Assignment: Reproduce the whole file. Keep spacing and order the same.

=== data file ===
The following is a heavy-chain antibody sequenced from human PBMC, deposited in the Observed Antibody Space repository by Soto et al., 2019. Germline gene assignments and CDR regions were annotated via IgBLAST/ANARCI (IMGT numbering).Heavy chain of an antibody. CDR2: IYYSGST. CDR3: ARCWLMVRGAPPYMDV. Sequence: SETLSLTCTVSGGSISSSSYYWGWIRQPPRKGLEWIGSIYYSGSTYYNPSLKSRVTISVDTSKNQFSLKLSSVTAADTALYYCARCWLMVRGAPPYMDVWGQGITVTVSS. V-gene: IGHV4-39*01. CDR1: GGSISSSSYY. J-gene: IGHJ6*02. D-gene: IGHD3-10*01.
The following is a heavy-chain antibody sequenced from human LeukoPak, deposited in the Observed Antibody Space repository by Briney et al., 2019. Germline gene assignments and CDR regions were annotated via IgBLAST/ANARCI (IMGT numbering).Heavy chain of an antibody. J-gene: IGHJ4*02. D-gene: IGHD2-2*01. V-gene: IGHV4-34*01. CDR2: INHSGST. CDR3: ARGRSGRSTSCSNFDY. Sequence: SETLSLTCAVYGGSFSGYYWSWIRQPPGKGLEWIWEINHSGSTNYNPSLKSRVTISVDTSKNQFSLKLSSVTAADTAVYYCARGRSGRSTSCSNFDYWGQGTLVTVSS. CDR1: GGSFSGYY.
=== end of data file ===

The following is a heavy-chain antibody sequenced from human PBMC, deposited in the Observed Antibody Space repository by Soto et al., 2019. Germline gene assignments and CDR regions were annotated via IgBLAST/ANARCI (IMGT numbering).Heavy chain of an antibody. CDR2: IYYSGST. CDR3: ARCWLMVRGAPPYMDV. Sequence: SETLSLTCTVSGGSISSSSYYWGWIRQPPRKGLEWIGSIYYSGSTYYNPSLKSRVTISVDTSKNQFSLKLSSVTAADTALYYCARCWLMVRGAPPYMDVWGQGITVTVSS. V-gene: IGHV4-39*01. CDR1: GGSISSSSYY. J-gene: IGHJ6*02. D-gene: IGHD3-10*01.
The following is a heavy-chain antibody sequenced from human LeukoPak, deposited in the Observed Antibody Space repository by Briney et al., 2019. Germline gene assignments and CDR regions were annotated via IgBLAST/ANARCI (IMGT numbering).Heavy chain of an antibody. J-gene: IGHJ4*02. D-gene: IGHD2-2*01. V-gene: IGHV4-34*01. CDR2: INHSGST. CDR3: ARGRSGRSTSCSNFDY. Sequence: SETLSLTCAVYGGSFSGYYWSWIRQPPGKGLEWIWEINHSGSTNYNPSLKSRVTISVDTSKNQFSLKLSSVTAADTAVYYCARGRSGRSTSCSNFDYWGQGTLVTVSS. CDR1: GGSFSGYY.